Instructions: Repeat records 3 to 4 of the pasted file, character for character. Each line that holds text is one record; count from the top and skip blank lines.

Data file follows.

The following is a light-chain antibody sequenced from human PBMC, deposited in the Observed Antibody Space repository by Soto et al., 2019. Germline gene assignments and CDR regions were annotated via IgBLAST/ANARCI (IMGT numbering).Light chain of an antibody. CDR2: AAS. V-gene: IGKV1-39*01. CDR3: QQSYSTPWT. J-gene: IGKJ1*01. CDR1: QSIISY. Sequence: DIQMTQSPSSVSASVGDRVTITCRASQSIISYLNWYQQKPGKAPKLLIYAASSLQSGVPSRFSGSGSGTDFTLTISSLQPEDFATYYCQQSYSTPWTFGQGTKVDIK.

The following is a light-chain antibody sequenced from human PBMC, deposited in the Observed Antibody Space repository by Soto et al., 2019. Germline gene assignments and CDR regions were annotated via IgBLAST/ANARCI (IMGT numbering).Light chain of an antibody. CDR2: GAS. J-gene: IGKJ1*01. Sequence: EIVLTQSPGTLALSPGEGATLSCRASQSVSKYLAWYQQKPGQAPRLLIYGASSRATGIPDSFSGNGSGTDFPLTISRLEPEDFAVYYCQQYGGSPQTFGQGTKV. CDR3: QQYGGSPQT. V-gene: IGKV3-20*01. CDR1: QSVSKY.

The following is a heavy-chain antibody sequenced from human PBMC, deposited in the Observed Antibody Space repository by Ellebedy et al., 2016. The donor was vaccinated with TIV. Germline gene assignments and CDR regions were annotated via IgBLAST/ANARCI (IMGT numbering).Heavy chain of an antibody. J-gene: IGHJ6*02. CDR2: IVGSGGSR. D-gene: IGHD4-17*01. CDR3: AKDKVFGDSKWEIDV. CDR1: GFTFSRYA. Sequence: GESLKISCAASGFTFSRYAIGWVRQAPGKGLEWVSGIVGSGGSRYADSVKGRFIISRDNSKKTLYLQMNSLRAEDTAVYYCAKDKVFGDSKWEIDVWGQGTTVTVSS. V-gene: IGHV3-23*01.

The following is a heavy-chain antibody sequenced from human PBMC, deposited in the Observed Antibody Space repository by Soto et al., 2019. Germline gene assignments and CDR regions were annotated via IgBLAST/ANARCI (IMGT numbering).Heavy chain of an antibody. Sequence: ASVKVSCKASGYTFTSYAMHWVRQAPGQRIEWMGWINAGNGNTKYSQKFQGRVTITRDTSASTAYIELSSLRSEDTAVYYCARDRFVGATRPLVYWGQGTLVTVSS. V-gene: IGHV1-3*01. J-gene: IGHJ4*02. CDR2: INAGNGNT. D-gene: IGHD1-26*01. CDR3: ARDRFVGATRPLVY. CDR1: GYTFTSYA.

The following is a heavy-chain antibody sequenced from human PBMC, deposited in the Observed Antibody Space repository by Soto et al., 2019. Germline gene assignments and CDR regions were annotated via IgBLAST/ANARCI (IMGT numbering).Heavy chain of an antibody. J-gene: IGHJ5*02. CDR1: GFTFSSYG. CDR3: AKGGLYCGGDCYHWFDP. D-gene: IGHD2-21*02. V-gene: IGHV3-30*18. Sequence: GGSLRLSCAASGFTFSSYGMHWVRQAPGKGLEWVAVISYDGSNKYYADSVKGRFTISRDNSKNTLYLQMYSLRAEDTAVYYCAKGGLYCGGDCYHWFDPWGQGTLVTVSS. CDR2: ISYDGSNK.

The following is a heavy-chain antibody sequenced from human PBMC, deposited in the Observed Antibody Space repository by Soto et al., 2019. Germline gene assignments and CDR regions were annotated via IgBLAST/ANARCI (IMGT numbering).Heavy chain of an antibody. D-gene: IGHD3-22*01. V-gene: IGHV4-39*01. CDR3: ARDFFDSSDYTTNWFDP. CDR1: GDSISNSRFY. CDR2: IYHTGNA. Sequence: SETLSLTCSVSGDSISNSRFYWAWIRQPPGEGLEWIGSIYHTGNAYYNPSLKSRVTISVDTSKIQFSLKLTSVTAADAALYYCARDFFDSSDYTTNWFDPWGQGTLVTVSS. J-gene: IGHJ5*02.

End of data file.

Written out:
The following is a heavy-chain antibody sequenced from human PBMC, deposited in the Observed Antibody Space repository by Ellebedy et al., 2016. The donor was vaccinated with TIV. Germline gene assignments and CDR regions were annotated via IgBLAST/ANARCI (IMGT numbering).Heavy chain of an antibody. J-gene: IGHJ6*02. CDR2: IVGSGGSR. D-gene: IGHD4-17*01. CDR3: AKDKVFGDSKWEIDV. CDR1: GFTFSRYA. Sequence: GESLKISCAASGFTFSRYAIGWVRQAPGKGLEWVSGIVGSGGSRYADSVKGRFIISRDNSKKTLYLQMNSLRAEDTAVYYCAKDKVFGDSKWEIDVWGQGTTVTVSS. V-gene: IGHV3-23*01.

The following is a heavy-chain antibody sequenced from human PBMC, deposited in the Observed Antibody Space repository by Soto et al., 2019. Germline gene assignments and CDR regions were annotated via IgBLAST/ANARCI (IMGT numbering).Heavy chain of an antibody. Sequence: ASVKVSCKASGYTFTSYAMHWVRQAPGQRIEWMGWINAGNGNTKYSQKFQGRVTITRDTSASTAYIELSSLRSEDTAVYYCARDRFVGATRPLVYWGQGTLVTVSS. V-gene: IGHV1-3*01. J-gene: IGHJ4*02. CDR2: INAGNGNT. D-gene: IGHD1-26*01. CDR3: ARDRFVGATRPLVY. CDR1: GYTFTSYA.